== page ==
While in Canton Fang Tung-shu became keenly conscious of the evils of the opium trade and presented his views on the subject to Têng T'ing-chên. It is reported that he even advised Têng to assassinate Charles Elliot, the British Superintendent of Trade (see under Lin Tsê-hsü). Early in the summer of 1842, when British vessels threatened the mouth of the Yangtze River, Fang presented to the governor of Chekiang, Pien Shih-yün 卞士雲 ( 光河, 竹辰, d. ca. 1843, age 56 sui), a long memorial in which he expatiated on China's foreign policy and her national defense. But Fang's theories on foreign affairs were ignored by the authorities, who doubtless looked upon them as impracticable. Thereupon he spent his declining years as a private teacher at his native place. Early in 1851 he was made director of the Tung-shan 東山 Academy at Ch'i-mên, Anhwei, where about a month later he died.
Being a follower of Yao Nai, Fang Tung-shu pleaded for a revival of the philosophy and the scholarship of the Sung Neo-Confucianists, though not in their most stereotyped forms. He stressed the importance of the time-honored literary and ideological approach to the study of the Classics, and hence was a severe critic of the School of Han Learning (see under Ku Yen-wu and Hui Tung) which he regarded as lacking in synthetical method. He also found fault with what he believed to be the narrow partisanship of contemporary scholars. But, like many scholars of the Sung School, his ethical emphasis led him to underrate the importance of a sound historical and philological method. His criticisms of the results achieved by the School of Han Learning are put forth in a notable work, entitled 漢學商兌 Han-hsüeh shang-tui, which was completed in 3 chüan in 1824 and was presented to Juan Yüan. The method employed in this work is to quote directly from such Han-hsüeh scholars as Chu I-tsun, Ch'ien Ta-hsin or Tai Chên [qq. v.], adding his own criticisms and opinions, and attacking the passages quoted. It was first printed in 1831. A supplement in one chüan, including corrigenda, was published in 1838, and it was reprinted several times by Fang's followers. In all of his writing Fang Tung-shu aimed to revive both the philosophical approach and the literary style of Chu Hsi (see under Hu Wei) and other Sung scholars. Two philosophical and ethical works by Fang Tung-shu may here be mentioned: 書林揚觶 Shu-lin yang-chih, 2 chüan, first published in 1831, a supplement in 1 chüan with corrigenda being printed in 1838; and 大意尊聞 Ta-i tsun-wên, 3 chüan, printed in 1866. A manuscript collection of his notes on classical and philosophical topics, entitled 待定錄 Tai-ting lu, which is reported to have comprised some 100 chüan, was destroyed during the Taiping Rebellion. He published two collections of verse, one entitled 半字集 Pan-tzŭ chi, 2 chüan (1833), another entitled 考槃集 K'ao-p'an chi, 3 chüan (1848). He also produced a critique on poetry, entitled 昭昧詹言, Chao-mei chan-yen, 10 + 8 chüan, printed in 1891. A collection of his prose works, edited in 1842 in 12 chüan, with the assistance of his pupils, was printed in 1868 by Fang Tsung-ch'êng [q. v.], with a supplement (外集 wai-chi) in 1 chüan, under the title 儀衛軒文集 I-wei hsüan wên-chi. Fang Tung-shu's collective works have been printed and reprinted under various titles: I-wei hsüan ch'üan-shu (全書), K'ao-p'an ch'üan-chi (全集), Fang Chih-chih (方植之) ch'üan-shu, etc.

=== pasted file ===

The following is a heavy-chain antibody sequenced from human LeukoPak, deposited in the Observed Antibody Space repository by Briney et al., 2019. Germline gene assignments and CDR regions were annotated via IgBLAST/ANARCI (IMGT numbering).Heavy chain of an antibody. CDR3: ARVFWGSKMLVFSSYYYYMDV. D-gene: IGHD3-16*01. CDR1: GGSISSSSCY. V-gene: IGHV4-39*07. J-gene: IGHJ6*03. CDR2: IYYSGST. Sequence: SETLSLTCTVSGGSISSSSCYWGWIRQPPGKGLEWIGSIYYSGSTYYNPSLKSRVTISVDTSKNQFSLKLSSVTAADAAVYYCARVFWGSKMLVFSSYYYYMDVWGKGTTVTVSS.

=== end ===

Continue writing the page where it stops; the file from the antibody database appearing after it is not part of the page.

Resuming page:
Among the many pupils of Fang Tung-shu the following may be mentioned: Fang Tsung-ch'êng; Tai Chün-hêng (see under Fang Pao); Su Tun-yüan (see under Fang Pao); Wu T'ing-hsiang 吳廷香 ( 奉璋, 蘭軒, l806–1854); and Ma Ch'i-shêng 馬起升 ( 慎甫, 慎庵, 1828-1888). These five scholars left a total of some 80 works. Another pupil, Chêng Fu-chao 鄭福照 ( 容甫, 潔園, 1832–1876) wrote (1867) a chronologically-arranged biography of his master, entitled 儀衛先生年譜 I-wei hsien-shêng nien-p'u which was printed as an appendix to the I-wei hsüan wên-chi.
[1/491/13b; 2/67/52b; Nien-p'u (see above); Fang Tsung-ch'êng [q. v.], Pai-t'ang chi, first series 7/6b; Liang Ch'i-ch'ao 梁啟超, 清代學術概論 Ch'ing-tai hsüeh-shu kai-lun (1921), chapters 19–20; Liu Shêng-mu 劉聲木, 桐城文學淵源考 T'ung-ch'êng wên-hsüeh yüan-yüan k'ao (1929), chüan 8, and T'ung-ch'êng wên-hsüeh chuan-shu k'ao (僎述考) (1929), chüan 4.]